Eventually, though, Sesame Workshop (as it by then was known) laid most of us off, one by one. Scott had always envied the spirit of romantic adventure he saw in the way I'd abandoned everything to move from Utah to New York City in 1995, so, for better or worse, I somewhat unwillingly helped encourage him to abandon everything and move to Arizona, where he jumped into an ill-fated marriage. (Later a small crew of his school chums would drive to Arizona and physically extricate him from that situation.)

Scott ended up back in Chicago, where he was originally from, living with his mother and stepfather. He took a full-time job at the Illinois Mathematics and Science Academy (IMSA) in Aurora, which is where he'd gone to high school. I think he was probably as happy there as he'd ever been, and that's where he ended up doing some of his most important work. Unfortunately, he and I had fallen out of touch by then. One of the bonds we'd shared had been our vehement atheism, but during his time out west he had acquired a new set of spiritual beliefs and practices that I found difficult to understand, so much so that it was hard for me to be around him, even though those beliefs clearly brought him some measure of peace.

This was entirely to my own detriment, and it's my one big regret about our friendship. Laura and I had lived in Chicago for two years before I finally got over myself enough to drop by his family's apartment and pay him a visit. As soon as I walked through the door, I wished I'd done it two years sooner. Scott's physical condition had deteriorated so much since the previous time I'd seen him that I barely recognized him. He was gaunt, skeletal even. He was working remotely by then, no longer able to make the commute to IMSA. We started getting back on track that day. In a painful irony, he told me that I was one of the only people he trusted to talk about his spiritual beliefs with.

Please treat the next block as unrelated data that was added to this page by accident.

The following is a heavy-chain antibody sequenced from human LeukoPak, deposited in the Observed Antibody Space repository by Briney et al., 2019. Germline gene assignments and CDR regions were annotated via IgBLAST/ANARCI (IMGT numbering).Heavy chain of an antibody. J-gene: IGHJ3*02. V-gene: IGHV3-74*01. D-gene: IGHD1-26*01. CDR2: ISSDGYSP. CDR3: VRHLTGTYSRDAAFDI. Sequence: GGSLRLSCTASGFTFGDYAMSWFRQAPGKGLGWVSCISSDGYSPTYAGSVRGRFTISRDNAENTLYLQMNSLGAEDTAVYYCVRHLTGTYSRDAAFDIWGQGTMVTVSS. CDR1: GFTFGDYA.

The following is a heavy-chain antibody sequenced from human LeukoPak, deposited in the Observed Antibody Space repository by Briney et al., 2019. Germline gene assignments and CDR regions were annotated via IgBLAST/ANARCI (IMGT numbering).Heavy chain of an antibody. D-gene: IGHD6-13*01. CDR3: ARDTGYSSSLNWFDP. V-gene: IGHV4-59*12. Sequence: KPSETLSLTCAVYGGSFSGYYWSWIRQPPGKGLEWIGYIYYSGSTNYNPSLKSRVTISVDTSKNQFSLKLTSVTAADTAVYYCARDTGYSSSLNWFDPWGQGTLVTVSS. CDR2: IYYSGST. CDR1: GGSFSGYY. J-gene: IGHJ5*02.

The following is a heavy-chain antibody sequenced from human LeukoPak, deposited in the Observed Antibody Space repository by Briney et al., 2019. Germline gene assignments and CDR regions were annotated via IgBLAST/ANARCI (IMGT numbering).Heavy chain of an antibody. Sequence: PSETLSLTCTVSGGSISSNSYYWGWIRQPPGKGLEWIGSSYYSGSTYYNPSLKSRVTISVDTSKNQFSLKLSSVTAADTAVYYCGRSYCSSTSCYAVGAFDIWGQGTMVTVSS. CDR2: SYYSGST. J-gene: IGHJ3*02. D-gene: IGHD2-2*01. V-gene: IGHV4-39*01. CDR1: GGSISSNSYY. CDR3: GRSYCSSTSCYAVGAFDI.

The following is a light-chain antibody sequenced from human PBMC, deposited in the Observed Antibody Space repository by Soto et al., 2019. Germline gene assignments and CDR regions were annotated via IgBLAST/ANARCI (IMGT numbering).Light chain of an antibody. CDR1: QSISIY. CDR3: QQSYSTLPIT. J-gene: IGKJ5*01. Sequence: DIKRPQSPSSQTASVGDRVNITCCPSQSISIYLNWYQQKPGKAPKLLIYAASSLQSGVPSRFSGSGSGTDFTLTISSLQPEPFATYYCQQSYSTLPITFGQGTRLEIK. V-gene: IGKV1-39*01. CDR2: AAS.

Sadly, the next time I saw him was in the hospital. It was also the last time I saw him. He was surrounded by a seemingly unending flow of his friends, coworkers, and schoolmates from IMSA, which was the place that provided him with the majority of the close relationships of his life. For the week or more he was there in that bed, I don't think he was ever without the companionship of his mother and at least a few IMSA friends. He is, in fact, now memorialized at IMSA with the Scott Swanson Fund for Transformative Student Learning and Innovation. I know that technology transformed Scott's life and opened up a world of possibilities he might not otherwise have had.

I meant to write this remembrance of Scott two years ago, but it was too hard. I've never forgotten that I needed to, though, and I got an added push a couple of months ago when I ran into his mother at a Mexican restaurant near our place, where I was picking up a takeout order. It was very strange seeing Gail in a context where the connective tissue that was the only reason we knew each other no longer existed. I promised myself that I wouldn't let another anniversary of Scott's passing pass without making note of some of my memories of him.

Scott was a good man, as you can tell if you scan some of the links in this post. Despite the hand his body dealt him, he had a good heart. He was a good friend to me, and I miss him.

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This page contains a single entry by William Shunn published on January 11, 2012 8:34 AM.